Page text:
Is it coming home? Well, in a way, it’s already here. England will play all three of their opening Euro 2020 games at Wembley. Top the group and Gareth Southgate and players will only need their passports once on their path to the final, which will also be held at the national stadium. After 55 years of hurt, Harry Kane could emulate Bobby Moore by leading his country to glory on the hallowed Wembley turf.
That is not the only cause for optimism. Southgate is selecting from one of the strongest and deepest English talent pools in recent memory, with those at their peak like Kane, Raheem Sterling and Harry Maguire supplemented by young prospects Phil Foden, Jadon Sancho and ‘not-yet-old-enough-to-buy-a-pint’ Jude Bellingham. Others like Mason Mount and Jack Grealish have also emerged to much excitement.
There is so much talent, in fact, that Southgate already has a problem fitting all of his most gifted players in, even with Uefa expanding squad sizes from 23 to 26. Trent Alexander-Arnold has arguably been the finest young right-back in Europe over the past three years but he was surprisingly left out of the March internationals and his hopes of a place in the final squad look bleak.
If Alexander-Arnold spends his summer on the sofa, it will only be after much deliberation on Southgate’s part. There will be a detailed, considered and perhaps persuasive explanation. Even so, it will be the England manager’s biggest call since phasing out all-time leading goalscorer Wayne Rooney and his most contentious since practically becoming a national treasure during the 2018 World Cup.
Southgate-mania has waned slightly since that summer though, the M&S waistcoats are collecting dust. Criticism has mostly come from a minority of supporters rather than pundits or the press but it has focused on a few common themes. Southgate has been labelled a conservative coach, one who makes uninspiring selections in midfield and who shows a reluctance to trust unique talents like Grealish.
Much of that is unfair, and ignores the complexity of building a balanced side, but there have been some setbacks and underwhelming performances since the World Cup. The Nations League semi-final collapse against the Netherlands in 2019 bore similarities to the Croatia elimination a year earlier, and underwhelming performances in the same competition this season saw England briefly threatened by relegation.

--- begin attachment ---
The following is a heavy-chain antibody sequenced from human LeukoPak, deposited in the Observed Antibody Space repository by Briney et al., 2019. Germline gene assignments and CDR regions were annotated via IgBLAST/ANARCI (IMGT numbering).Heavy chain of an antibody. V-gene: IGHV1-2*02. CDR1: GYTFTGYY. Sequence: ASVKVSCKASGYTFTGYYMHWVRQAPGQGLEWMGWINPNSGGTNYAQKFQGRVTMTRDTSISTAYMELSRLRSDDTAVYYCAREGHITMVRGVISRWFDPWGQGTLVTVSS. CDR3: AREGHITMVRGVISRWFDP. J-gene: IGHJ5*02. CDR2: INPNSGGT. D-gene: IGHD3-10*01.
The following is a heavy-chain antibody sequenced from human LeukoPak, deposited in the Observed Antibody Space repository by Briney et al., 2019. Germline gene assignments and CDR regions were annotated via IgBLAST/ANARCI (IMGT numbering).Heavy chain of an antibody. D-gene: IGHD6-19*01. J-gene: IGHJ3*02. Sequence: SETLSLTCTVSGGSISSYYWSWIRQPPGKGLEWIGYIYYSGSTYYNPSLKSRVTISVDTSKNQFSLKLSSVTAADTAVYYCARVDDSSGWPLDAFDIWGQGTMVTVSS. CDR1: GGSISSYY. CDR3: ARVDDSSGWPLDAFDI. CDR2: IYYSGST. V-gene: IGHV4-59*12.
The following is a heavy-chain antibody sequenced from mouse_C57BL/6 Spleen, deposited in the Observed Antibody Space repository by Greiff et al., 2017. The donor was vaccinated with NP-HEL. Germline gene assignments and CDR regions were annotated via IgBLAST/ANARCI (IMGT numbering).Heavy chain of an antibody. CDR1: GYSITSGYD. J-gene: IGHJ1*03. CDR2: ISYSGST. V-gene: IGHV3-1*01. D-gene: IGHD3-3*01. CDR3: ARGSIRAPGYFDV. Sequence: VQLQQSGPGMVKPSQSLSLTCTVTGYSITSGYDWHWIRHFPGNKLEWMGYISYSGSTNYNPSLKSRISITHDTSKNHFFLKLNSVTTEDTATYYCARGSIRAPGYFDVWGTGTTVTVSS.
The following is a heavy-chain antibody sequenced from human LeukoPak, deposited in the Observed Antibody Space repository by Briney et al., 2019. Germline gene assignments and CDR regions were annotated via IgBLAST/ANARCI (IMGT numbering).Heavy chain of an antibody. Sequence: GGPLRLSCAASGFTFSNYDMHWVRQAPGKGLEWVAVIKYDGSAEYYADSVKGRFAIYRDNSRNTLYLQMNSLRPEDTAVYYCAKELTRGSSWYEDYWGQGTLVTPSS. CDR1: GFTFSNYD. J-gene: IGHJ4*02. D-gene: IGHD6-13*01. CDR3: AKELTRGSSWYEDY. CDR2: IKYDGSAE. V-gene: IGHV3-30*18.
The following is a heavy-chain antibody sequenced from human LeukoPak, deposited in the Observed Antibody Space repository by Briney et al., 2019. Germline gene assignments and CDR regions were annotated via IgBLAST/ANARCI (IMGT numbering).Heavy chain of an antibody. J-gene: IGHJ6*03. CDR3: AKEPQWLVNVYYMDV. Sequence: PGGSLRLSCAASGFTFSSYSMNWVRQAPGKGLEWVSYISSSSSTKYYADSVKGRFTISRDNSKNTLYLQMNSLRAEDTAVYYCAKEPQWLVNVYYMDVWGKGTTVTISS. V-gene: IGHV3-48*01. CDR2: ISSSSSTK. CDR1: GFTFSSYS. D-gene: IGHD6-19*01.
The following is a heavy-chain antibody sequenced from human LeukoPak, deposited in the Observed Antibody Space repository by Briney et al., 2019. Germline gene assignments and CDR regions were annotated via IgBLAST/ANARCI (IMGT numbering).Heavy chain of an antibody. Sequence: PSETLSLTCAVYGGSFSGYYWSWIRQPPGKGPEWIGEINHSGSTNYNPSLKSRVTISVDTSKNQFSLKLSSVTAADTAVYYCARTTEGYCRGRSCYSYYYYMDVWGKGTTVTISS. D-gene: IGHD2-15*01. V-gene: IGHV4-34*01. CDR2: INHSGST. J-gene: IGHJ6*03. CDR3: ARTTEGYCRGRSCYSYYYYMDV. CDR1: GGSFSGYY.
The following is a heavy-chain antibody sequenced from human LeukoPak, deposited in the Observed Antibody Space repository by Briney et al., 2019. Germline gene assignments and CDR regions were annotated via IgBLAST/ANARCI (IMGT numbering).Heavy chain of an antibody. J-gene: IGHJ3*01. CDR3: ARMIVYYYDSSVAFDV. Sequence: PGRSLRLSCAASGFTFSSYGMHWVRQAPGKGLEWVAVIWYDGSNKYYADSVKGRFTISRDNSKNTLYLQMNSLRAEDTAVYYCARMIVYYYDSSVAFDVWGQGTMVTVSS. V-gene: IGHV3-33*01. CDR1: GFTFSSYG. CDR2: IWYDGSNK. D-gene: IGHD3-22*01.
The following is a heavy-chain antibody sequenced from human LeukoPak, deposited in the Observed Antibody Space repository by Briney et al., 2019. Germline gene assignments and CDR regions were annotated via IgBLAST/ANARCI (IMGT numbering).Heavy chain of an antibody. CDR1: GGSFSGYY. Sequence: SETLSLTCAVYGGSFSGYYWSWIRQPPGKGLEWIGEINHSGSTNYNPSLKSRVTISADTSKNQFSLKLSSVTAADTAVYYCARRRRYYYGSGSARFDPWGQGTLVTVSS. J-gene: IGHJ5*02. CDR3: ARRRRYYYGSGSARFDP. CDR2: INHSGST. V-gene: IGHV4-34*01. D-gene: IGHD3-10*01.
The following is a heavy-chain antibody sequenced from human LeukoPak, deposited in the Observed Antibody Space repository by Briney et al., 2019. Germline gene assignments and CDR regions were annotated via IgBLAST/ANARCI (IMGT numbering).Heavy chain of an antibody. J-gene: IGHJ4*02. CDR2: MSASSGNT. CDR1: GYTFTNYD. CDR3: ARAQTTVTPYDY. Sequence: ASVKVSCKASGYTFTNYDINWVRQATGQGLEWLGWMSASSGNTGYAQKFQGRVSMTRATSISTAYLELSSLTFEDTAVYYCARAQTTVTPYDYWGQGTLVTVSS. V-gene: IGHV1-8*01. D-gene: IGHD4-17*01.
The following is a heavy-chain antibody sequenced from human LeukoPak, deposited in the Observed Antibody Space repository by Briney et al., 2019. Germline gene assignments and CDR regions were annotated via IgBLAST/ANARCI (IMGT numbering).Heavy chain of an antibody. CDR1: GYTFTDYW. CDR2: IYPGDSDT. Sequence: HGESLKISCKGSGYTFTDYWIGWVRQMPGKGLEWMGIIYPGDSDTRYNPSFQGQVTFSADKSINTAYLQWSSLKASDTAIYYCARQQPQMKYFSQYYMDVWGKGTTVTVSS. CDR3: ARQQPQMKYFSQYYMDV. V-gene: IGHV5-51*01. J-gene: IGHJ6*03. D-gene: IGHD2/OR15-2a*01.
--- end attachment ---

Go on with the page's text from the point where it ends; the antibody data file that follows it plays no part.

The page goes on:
Reaching this tournament was not without the one blemish, either. England suffered their first qualifying defeat in a decade against the Czech Republic, who they will meet again in Group D alongside Croatia and Scotland. A draw that appears straightforward on paper in fact includes two of the few nations to have beaten Southgate’s England during his four-and-a-half years in charge and the oldest of enemies.
Still, with the best third-placed teams reaching the knock-out stages, England should have more than enough to progress. The real test of their credentials as joint-favourites alongside France will be against the world champions and other leading nations of their calibre. England have not had this much quality at their disposal since the early to mid-2000s, and certainly have more than enough to compete, but will need to rediscover the magic of three summers ago in order to end their long wait for success.
13 June (14:00): England v Croatia - Wembley, London
14 June (14:00): Scotland v Czech Republic - Hampden Park, Glasgow
18 June (17:00): Croatia v Czech Republic - Hampden Park, Glasgow
18 June (20:00): England v Scotland - Wembley, London
22 June (20:00): Czech Republic v England - Wembley, London
22 June (20:00): Croatia v Scotland - Hampden Park, Glasgow
Goalkeepers: Dean Henderson (Manchester United), Jordan Pickford (Everton), Sam Jonhnstone (West Brom)
Defenders: Ben Chilwell (Chelsea), Conor Coady (Wolverhampton Wanderers), Eric Dier (Tottenham), Reece James (Chelsea), Harry Maguire (Manchester United), Tyrone Mings (Aston Villa), Luke Shaw (Manchester United), John Stones (Manchester City), Kieran Trippier (Atletico Madrid), Kyle Walker (Manchester City)
Midfielders: Jude Bellingham (Borussia Dortmund), Jordan Henderson (Liverpool), Mason Mount (Chelsea), Declan Rice (West Ham), Kalvin Phillips (Leeds), Bukayo Saka (Arsenal)
Forwards: Dominic Calvert-Lewin (Everton), Phil Foden (Manchester City), Jack Grealish (Aston Villa), Harry Kane (Tottenham), Marcus Rashford (Manchester United), Raheem Sterling (Manchester City), Jadon Sancho (Borussia Dortmund)
Ones to watch
Star man: Harry Kane (Tottenham)
Breakout talent: Phil Foden (Manchester City)
If you can still qualify as a breakout talent when you’ve won three Premier League titles and are preparing for a Champions League final, then Foden is surely
England’s draw is relatively kind, even if it includes World Cup conquerors Croatia, but winning Group D would probably mean playing one of France, Germany or Portugal in the last-16. That would be a true test of their status as joint-favourites. It could either kick-start another summer of Southgate mania or lead to the same old blame games and recriminations. And for all England’s talent and recent progress, you still expect them to come up short. Semi-finals again, maybe.
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